The quagga mussel is not something served on a dinner plate or over a large tray of ice at a fancy restaurant. And if you’re a boat owner or work for a municipal water department, you especially don’t want these guys on the menu.
According to the Arizona Game and Fish Department, the invasive species is primed to make a comeback despite years of slowed growth.
Quaggas can be spread by watercraft, and recent boat sales data from the National Marine Manufacturers Association shows that sales are robust. More vessels are filling state lakes, rivers, reservoirs and waterways, breathing new life into these prolific invaders: a mature female quagga mussel can produce up to 1 million eggs in a single year.
It might not sound like a big deal, but quagga mussels can cause billions of dollars in damage while disturbing the natural aquatic life food chain.
Question: What is a quagga mussel and how did they get here?
Answer: Quagga mussels are tiny bivalves that feed on plankton and filter up to 1 liter of water a day. They are native to Eastern Europe and were introduced to the United States Great Lakes in the 1980s by ship ballast water. Mussels were detected in the Colorado River (Lake Mead) in 2007 and continued to be accidentally introduced to additional waterways throughout the West by boats. They are prolific and have few predators; they form large and dense colonies very quickly. The larvae are mobile and can easily settle new places.
Q: What is the nuisance they pose to municipalities, boats or water life?
A: Quagga mussels are problematic for municipal water supplies, power plants and irrigation systems because they clog water intakes – they can cover any surface submerged in water where they exist. Communities spend billions every year to keep surfaces clean — scraping, pipe replacement, desiccation — and treat water to prevent spread. I've seen quaggas clogging pipes seven stories underground at the Metropolitan Water District pump plant.
They are not necessarily a problem for boats — unless the boats sit in water for an extended period, for example at a marina.
As far as ecological impacts, on the Lower Colorado River mussels consume significant amounts of plankton, the base of the food chain for our native aquatic life. One of our students found that they selectively feed on everything but a problematic type of plankton here – the toxic cyanobacteria Microcystis. Because they consume so much plankton from our system we have increased water visibility and now you can see much greater depths of water. This is preferable to recreational boaters but allows sunlight to filter further down in the water column and supports excess growth of submerged aquatic vegetation in summer. This means that every July to September we clean and rake large amounts of spiny naiad (aquatic plants) from the lake in high-use recreational areas and by the pump plants where they clog intakes.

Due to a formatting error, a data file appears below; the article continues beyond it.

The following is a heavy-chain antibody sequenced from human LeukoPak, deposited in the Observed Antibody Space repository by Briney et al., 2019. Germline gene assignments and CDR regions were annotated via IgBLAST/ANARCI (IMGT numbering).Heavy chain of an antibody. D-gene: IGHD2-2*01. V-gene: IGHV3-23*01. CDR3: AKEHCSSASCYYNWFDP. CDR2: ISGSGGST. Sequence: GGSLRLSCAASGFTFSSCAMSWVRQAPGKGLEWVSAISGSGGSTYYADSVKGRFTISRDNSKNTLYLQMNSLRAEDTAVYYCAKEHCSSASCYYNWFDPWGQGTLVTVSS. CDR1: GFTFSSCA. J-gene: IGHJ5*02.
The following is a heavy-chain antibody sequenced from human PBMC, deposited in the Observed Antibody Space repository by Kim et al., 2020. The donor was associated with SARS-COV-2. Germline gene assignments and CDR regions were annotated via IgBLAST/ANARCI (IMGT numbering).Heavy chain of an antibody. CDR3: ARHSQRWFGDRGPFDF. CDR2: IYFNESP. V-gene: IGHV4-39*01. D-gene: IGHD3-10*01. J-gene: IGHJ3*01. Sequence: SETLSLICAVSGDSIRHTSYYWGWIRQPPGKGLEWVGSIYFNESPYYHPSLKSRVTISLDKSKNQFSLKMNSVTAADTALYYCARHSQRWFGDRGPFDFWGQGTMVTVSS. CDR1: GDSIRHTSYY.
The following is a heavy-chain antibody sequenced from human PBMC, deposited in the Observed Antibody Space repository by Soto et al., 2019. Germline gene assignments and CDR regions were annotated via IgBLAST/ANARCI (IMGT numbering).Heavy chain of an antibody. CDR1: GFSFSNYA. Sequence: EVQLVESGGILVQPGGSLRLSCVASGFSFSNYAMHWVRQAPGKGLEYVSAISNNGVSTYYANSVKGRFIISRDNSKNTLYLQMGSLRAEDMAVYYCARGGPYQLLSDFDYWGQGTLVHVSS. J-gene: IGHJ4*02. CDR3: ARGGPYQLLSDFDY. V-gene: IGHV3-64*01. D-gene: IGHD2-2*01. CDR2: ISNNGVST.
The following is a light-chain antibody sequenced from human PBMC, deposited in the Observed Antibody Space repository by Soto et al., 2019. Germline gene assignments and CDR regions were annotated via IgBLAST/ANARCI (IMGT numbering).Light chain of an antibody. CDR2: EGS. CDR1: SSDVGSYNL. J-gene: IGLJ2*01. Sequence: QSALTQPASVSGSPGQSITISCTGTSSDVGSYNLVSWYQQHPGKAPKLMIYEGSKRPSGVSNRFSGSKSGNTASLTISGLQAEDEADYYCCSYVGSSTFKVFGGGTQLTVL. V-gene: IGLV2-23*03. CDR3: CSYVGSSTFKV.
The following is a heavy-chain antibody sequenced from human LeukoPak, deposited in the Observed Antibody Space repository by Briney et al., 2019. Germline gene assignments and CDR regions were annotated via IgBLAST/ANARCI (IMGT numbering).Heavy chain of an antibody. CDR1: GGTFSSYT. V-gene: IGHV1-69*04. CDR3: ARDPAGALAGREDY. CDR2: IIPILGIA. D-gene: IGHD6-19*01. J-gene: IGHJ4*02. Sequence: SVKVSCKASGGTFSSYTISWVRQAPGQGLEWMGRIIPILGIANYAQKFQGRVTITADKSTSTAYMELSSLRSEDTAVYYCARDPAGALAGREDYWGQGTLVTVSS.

Lastly, it is believed that the record-size redear sunfish caught in Lake Havasu may be because sunfish are one of few species that can eat quaggas. One of our students confirmed that the mussels are a significant part of their diet here. There aren’t fish enough to control quagga populations, but this game fish is thriving.
Q: Is this a recent phenomenon in the Lake Havasu area?
A: Lake Havasu and the rest of the Lower Colorado River have been dealing with the impacts of this invasion for at least 10 years.
Q: What separates quaggas from boats and other surfaces, and what else is being done to treat them?
A: Vessels can be decontaminated by drying (desiccating the mussels and any water that might have larvae) or cleaning with hot, high-pressure water. This prevents introduction into new lakes and rivers by boats that have been in water with mussels. Watercraft are examined at state agriculture inspection stations and by park rangers — and I’ve seen quagga-sniffing dogs! — at boat launch ramps of clean waters.
There are labs in Nevada working on treatments and control for quagga mussels. Thus far, research shows that the mussels do not tolerate heat, chlorine, copper and “Zequanox” — made from dead cells of toxic bacteria they try to filter feed. In 2018, mussels were successfully eradicated from a small lake in Pennsylvania using a new molluscicide that did not appear to have negative effects on other aquatic life. There may be some special paints or adhesives in the future that could prevent mussels from attaching to boats and other surfaces.
Arizona Game and Fish has a widespread public education campaign to help prevent spread through proper cleaning after visiting a waterway like Lake Havasu. Further invasions can be avoided with diligent checking of watercraft entering uncontaminated waters.
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